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What is going on when a solar cell goes into reverse bias?

by ecvolt
Tags: bias, cell, reverse, solar
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ecvolt
#1
Dec6-12, 11:11 AM
P: 23
I would like to understand exactly what happens when a PN doped crystalline silicon cell is shaded.Lets assume we have ten solar cells wired together in a series string.That there is plenty of sunlight on the first nine cells but cell ten is completely shaded.Lets say the forward bias of each solar cell is .5 volts lets say the conventional current is moving from anode to cathode and Electron flow is cathode to anode.This would make the anode more positive {more holes} than the cathode {more electrons}When current is flowing in the first nine solar cells at a forward bias how does the tenth cell reverse in bias {now the anode is less positive and the cathode is more positive} ? Do the other nine cells which are getting plenty of photons from the sun also go into reverse bias or just the shaded cell? Is the current flow of electrons and holes in the tenth cell the shaded one going in the opposite direction of the other nine ? What causes the shaded cell to create extreme heat?Lets assume we have no by pass diodes in this ten celled string.lets assume this collection of solar cells is a solar module Thank you ecvolt.
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K^2
#2
Dec6-12, 03:52 PM
Sci Advisor
P: 2,470
Current through each cell will be limited by the number of photons that strike it. So the output of several solar cells in series is limited by illumination of the most shaded cell. If you have 9 cells receiving light and the 10th one does not, you will not get any current flowing. You'd get the same effect if you just put a diode "wrong way" after 9 cells. The 9 illuminated cells will set up a voltage that reverse-bias the 10th, and no current will flow.
ecvolt
#3
Dec6-12, 05:43 PM
P: 23
Thank You.Are you saying that cells 1-9 are still in a forward bias state and the shaded cell is in a reverse bias state? I am not sure of what you mean "the nine illuminated cells will set up a voltage that reverse-bias the 10th and no current will flow"To me the fact that the 10th cell is shaded means that the depletion zone at the PN junction of cell 10 has widened and no current will flow thru cell 10 Thanks ecvolt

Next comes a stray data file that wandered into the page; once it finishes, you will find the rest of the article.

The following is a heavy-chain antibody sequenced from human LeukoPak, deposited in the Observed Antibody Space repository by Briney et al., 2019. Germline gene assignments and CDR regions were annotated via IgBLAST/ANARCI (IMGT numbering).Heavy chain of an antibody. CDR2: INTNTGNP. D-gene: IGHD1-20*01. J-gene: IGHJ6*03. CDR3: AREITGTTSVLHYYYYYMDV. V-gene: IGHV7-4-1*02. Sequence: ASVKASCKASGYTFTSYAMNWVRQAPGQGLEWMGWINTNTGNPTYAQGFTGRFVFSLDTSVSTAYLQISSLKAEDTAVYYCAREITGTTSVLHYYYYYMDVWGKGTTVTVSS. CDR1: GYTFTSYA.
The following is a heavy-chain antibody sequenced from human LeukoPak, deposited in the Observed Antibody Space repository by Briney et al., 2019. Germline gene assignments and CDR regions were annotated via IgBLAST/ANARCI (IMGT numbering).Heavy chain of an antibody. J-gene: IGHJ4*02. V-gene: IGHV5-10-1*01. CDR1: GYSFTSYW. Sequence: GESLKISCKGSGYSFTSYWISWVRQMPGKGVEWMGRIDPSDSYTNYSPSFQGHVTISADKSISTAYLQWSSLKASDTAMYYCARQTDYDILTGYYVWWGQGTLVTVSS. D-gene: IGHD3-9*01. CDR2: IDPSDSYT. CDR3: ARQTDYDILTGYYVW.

K^2
#4
Dec6-12, 06:00 PM
Sci Advisor
P: 2,470
What is going on when a solar cell goes into reverse bias?

Cells 1-9 are going to be near the diode forward voltage, so yes, they are going to behave as forward-biased.
To me the fact that the 10th cell is shaded means that the depletion zone at the PN junction of cell 10 has widened and no current will flow thru cell
The depletion zone will be widened due to applied voltage from other cells. But yes, otherwise, that's what happens.
ecvolt
#5
Dec6-12, 06:15 PM
P: 23
If the cells are connected neg to positive neg to positive etc. would that be like connecting diodes cathode to anode cathode to anode etc.?what would be the voltage between cell nine and cell 10? Thank You ecvolt
K^2
#6
Dec6-12, 06:30 PM
Sci Advisor
P: 2,470
There would be no voltage between cells. Just across cells. Here is an image showing equivalent cell.



You can picture this without the resistors. Just a current source and diode in parallel. For the 9 illuminated cells, IL will be non-zero. For the last cell, it will be zero. Since the current can't flow through the last cell with IL=0, there is no current flowing through that cell. That means, for every other cell, IL = ID. That means voltage across each cell will be very close to Vd for the equivalent diode. Assuming the circuit is closed, since there is no current across the load, the voltage across cell 10 is minus the sum of voltages across the 9 other cells.

Note that in all of this, I am ignoring the possibility of a breakdown. With 9 cells, you might actually have enough voltage for breakdown at the 10th cell.
ecvolt
#7
Dec6-12, 06:41 PM
P: 23
Would the anode of cell nine be connected to the cathode of cell ten?And would the voltage at the anode of cell 9 be 4.5 volts and seeing that the cathode of cell ten is connected to cell 9 would the voltage also be 4.5 volts at the cathode of cell 10? then what would be the voltage at the anode of cell 10?Thanks ecvolt